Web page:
Chuck and Joe met to discourse in the yard for their daily afternoon imposed stretch. The two men rendezvous day-by-day in the shadow of a towering, gray concrete block wall, twelve feet high. This is topped against the blue sky with barbed, spiraling shiny razor wire, spiral upon spiral. On the other three sides, they are penned by heavy, chain link fencing, hot in the burning sun, projecting with even more spiraling shiny razor wire just as thick.
Joe appears a thin, dark haired young man in his late twenties. He first paces as if his thoughts predominate the day. Chuck, ten years older, measures a very big man with broad shoulders. He's worn ugly by his years of devastating life, his face and neck scarred by old knife wounds. Colorful tattoos cover his wide, thick arms. Both men sport short haircuts disciplined by state regulations. Both are attired in blue uniforms, soiled by sweat.
“Trouble from home. Trouble in the dorm. Life stinks,” reports the big man.
“What do ya mean?” asks the younger one.
“My ole lady's dying of cancer any minute in the city hospital. My sister won't tell me a thing. I hate not knowing. That old senior chaplain says he can't reach them by phone. I don't think he's even tried.”
“Have you ever tried prayer?” asks Joe.
“The 'family' in the dorm plots to do me in some night. I have to “z” with one eye open.”
“What happened?” asks Joe.
“I took out a library book on civil law,” said Chuck. “They lifted it, and now they want to keep me from getting it back, so Sgt. Jones won't get on to it.”
“I see it this way,” said Joe. “We are handed life on a silver platter, only it's loaded with apples. Some of those apples are sweet, like red delicious, and some of those apples are bitter, like green field apples.”
“Ya, well, I've eaten a lot of bitter apples. And there's no way out; just look at that wall.”
Both men glance up at the wall.
“Well, I know a way out,” says Joe.
“There ain't no way out!” snaps Chuck. “You've lost your mind.”
“Yes, there is,” retorts Joe. “You gotta have faith. You ever hear of Mount Horeb?”
“Well, that's where God gave Moses the ten commandments,” said Joe. “I saw a movie in the free world.”
“I hear ya,” said Chuck.
“Explorers snuck in and found the mountain about ten years ago. Imagine that! After 3500 years, they found the real mountain and the evidence. This'll grab ya. It's in Saudi Arabia, fenced in and guarded from the world by the Arabs. They know what they've got.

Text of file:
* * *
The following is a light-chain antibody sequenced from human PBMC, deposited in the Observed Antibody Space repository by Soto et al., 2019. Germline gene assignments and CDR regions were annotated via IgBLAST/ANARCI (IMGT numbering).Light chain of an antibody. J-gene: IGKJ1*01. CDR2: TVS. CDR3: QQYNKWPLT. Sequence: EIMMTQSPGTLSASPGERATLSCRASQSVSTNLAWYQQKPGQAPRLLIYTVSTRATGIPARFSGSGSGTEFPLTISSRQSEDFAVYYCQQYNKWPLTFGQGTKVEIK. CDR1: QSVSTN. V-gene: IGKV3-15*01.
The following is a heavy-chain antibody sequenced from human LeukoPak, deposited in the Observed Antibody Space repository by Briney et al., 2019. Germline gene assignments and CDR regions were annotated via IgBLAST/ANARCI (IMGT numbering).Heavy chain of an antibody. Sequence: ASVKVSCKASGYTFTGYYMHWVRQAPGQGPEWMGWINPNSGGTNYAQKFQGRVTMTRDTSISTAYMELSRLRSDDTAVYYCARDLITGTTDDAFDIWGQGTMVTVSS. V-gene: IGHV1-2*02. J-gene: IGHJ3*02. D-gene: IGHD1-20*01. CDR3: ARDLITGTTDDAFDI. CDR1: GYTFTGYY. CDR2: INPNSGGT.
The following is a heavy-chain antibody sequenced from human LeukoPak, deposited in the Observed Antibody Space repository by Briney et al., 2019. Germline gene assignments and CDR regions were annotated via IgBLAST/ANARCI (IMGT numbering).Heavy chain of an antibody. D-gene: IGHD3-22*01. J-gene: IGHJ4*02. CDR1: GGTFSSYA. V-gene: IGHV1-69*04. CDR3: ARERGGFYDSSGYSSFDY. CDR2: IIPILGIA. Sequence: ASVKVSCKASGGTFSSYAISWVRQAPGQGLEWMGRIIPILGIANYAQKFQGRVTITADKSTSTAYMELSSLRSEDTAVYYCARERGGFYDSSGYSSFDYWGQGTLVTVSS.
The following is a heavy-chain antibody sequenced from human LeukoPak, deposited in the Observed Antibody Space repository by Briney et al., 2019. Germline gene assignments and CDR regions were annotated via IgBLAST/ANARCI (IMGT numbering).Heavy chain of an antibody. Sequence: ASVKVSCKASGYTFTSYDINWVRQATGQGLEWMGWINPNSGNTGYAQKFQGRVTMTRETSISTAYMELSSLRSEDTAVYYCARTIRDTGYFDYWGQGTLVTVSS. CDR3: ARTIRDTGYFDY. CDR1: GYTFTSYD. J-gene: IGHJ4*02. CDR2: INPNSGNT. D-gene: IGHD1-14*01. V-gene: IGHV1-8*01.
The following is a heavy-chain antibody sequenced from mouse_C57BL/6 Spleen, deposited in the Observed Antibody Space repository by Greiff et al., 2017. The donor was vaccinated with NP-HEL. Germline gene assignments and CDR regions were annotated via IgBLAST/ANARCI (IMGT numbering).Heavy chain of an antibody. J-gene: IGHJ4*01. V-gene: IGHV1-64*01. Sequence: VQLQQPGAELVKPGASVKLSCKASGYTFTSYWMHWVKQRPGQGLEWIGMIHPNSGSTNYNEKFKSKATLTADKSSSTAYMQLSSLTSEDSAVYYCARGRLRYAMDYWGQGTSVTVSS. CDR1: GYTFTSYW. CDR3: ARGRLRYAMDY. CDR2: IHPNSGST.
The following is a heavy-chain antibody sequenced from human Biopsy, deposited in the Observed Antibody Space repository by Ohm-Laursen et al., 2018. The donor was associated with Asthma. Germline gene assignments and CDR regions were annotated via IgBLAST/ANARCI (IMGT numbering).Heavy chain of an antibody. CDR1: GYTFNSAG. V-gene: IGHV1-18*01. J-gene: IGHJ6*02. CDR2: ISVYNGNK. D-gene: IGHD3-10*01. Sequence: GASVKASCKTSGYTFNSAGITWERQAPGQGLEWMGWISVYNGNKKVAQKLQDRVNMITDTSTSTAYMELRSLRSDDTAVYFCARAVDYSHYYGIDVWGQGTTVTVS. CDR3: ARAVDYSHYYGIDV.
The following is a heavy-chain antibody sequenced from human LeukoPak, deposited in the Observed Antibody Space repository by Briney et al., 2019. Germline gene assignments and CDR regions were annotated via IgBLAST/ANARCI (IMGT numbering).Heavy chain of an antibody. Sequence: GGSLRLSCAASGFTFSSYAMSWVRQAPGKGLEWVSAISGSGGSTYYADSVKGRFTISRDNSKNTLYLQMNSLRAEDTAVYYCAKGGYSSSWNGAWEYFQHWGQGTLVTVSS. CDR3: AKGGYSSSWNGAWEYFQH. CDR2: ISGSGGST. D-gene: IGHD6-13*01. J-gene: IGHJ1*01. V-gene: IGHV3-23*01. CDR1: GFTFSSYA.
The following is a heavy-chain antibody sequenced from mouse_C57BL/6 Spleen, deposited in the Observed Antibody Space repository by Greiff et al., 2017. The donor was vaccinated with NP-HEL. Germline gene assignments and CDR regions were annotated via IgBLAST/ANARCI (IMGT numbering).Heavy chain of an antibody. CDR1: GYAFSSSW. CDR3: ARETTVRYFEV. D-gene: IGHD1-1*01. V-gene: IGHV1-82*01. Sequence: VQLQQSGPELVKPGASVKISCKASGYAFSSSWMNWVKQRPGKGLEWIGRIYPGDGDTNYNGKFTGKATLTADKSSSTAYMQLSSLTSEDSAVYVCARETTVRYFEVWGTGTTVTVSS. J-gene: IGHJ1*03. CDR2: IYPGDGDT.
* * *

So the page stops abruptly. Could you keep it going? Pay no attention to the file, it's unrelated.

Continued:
“The huge base to the altar of the golden calf is there, crumbled. I saw all this. The whole mountain is surrounded by broken markers, spaced out, just like it says in the Bible!”
“I wonder if it's true,” said Chuck.
“Of course it's true,” said Joe. “The outer dirt on top of that mountain is burnt black as coal by the fire of God. It's about 8000 feet high, the highest mountain in that region, Midian, just like the Bible says!
“And you know what? There's a large cave dead center in the middle of that mountain where Moses visited...and Elijah visited hundreds of years later. The whole mountain and the plain near it are covered with evidence. The huge rock Moses split is just down the way.”
“That's neat,” said Chuck.
“You need to know about those ten commandments,” said Joe. “Let me tell you about them!...” The two men continued their discourse for an hour. Time runs short. A brown uniformed officer beckons to them from the one wire doorway in the fence.
“Where's he taking you?” asked Chuck.
“Oh, the mess hall is planning my last meal,” Joe looks down, then starts to leave. His body betrays a feint tremor. “They're not gonna let me out here, anymore.”
“Buddy, thanks for the mountain.” said Chuck. “I'll check out those ten commandments a little more. I never heard them before.... I'm no good at saying goodbye, so don't ask me.”
“You know,” Joe brightens and turns back toward him. “You wanna know what you can do with them bitter apples? You can bake an apple pie!
“See ya on the mountain.”
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